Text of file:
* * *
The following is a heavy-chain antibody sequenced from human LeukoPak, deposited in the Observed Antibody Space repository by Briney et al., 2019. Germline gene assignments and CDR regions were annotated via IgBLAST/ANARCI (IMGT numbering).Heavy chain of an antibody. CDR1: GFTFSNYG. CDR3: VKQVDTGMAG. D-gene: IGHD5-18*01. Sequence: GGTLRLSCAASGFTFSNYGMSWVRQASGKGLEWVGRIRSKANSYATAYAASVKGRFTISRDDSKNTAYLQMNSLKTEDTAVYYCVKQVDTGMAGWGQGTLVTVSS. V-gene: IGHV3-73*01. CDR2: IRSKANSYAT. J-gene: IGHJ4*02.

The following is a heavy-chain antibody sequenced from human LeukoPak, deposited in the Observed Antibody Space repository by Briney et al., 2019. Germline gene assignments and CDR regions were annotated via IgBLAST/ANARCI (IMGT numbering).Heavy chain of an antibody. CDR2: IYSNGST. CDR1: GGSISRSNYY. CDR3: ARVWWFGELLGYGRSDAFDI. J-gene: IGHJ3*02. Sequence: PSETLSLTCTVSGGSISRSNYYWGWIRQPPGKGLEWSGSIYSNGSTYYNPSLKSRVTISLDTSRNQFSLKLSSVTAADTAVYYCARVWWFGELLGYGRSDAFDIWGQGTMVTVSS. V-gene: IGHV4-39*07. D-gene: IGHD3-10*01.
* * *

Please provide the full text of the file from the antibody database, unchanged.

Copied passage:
The following is a heavy-chain antibody sequenced from human LeukoPak, deposited in the Observed Antibody Space repository by Briney et al., 2019. Germline gene assignments and CDR regions were annotated via IgBLAST/ANARCI (IMGT numbering).Heavy chain of an antibody. CDR1: GFTFSNYG. CDR3: VKQVDTGMAG. D-gene: IGHD5-18*01. Sequence: GGTLRLSCAASGFTFSNYGMSWVRQASGKGLEWVGRIRSKANSYATAYAASVKGRFTISRDDSKNTAYLQMNSLKTEDTAVYYCVKQVDTGMAGWGQGTLVTVSS. V-gene: IGHV3-73*01. CDR2: IRSKANSYAT. J-gene: IGHJ4*02.

The following is a heavy-chain antibody sequenced from human LeukoPak, deposited in the Observed Antibody Space repository by Briney et al., 2019. Germline gene assignments and CDR regions were annotated via IgBLAST/ANARCI (IMGT numbering).Heavy chain of an antibody. CDR2: IYSNGST. CDR1: GGSISRSNYY. CDR3: ARVWWFGELLGYGRSDAFDI. J-gene: IGHJ3*02. Sequence: PSETLSLTCTVSGGSISRSNYYWGWIRQPPGKGLEWSGSIYSNGSTYYNPSLKSRVTISLDTSRNQFSLKLSSVTAADTAVYYCARVWWFGELLGYGRSDAFDIWGQGTMVTVSS. V-gene: IGHV4-39*07. D-gene: IGHD3-10*01.